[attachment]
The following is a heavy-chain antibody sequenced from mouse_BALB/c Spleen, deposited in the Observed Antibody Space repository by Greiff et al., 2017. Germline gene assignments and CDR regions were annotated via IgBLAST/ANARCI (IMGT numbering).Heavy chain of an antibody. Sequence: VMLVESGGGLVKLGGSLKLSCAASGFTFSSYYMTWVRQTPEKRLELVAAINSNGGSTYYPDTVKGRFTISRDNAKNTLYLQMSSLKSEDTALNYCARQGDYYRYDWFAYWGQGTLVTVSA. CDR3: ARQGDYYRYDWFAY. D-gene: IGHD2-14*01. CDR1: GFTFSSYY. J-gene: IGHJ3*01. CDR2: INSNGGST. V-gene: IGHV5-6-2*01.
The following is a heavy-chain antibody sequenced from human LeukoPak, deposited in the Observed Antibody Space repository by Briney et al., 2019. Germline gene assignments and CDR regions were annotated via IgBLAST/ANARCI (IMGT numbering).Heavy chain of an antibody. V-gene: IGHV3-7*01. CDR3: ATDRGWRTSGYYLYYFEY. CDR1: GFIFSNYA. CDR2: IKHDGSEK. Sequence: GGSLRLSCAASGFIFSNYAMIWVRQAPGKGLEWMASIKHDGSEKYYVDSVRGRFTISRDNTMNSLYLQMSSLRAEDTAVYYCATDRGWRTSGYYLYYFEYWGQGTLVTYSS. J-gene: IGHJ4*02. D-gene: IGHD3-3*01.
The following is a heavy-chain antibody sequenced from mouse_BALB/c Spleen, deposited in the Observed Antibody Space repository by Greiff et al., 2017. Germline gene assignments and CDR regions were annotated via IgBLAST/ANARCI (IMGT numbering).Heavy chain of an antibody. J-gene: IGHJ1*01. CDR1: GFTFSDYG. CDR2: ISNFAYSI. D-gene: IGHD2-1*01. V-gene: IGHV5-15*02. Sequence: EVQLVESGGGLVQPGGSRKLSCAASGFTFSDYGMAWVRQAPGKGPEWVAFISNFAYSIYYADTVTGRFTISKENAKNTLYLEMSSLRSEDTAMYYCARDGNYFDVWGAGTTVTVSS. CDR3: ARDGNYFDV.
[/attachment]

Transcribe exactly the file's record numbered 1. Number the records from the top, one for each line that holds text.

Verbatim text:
The following is a heavy-chain antibody sequenced from mouse_BALB/c Spleen, deposited in the Observed Antibody Space repository by Greiff et al., 2017. Germline gene assignments and CDR regions were annotated via IgBLAST/ANARCI (IMGT numbering).Heavy chain of an antibody. Sequence: VMLVESGGGLVKLGGSLKLSCAASGFTFSSYYMTWVRQTPEKRLELVAAINSNGGSTYYPDTVKGRFTISRDNAKNTLYLQMSSLKSEDTALNYCARQGDYYRYDWFAYWGQGTLVTVSA. CDR3: ARQGDYYRYDWFAY. D-gene: IGHD2-14*01. CDR1: GFTFSSYY. J-gene: IGHJ3*01. CDR2: INSNGGST. V-gene: IGHV5-6-2*01.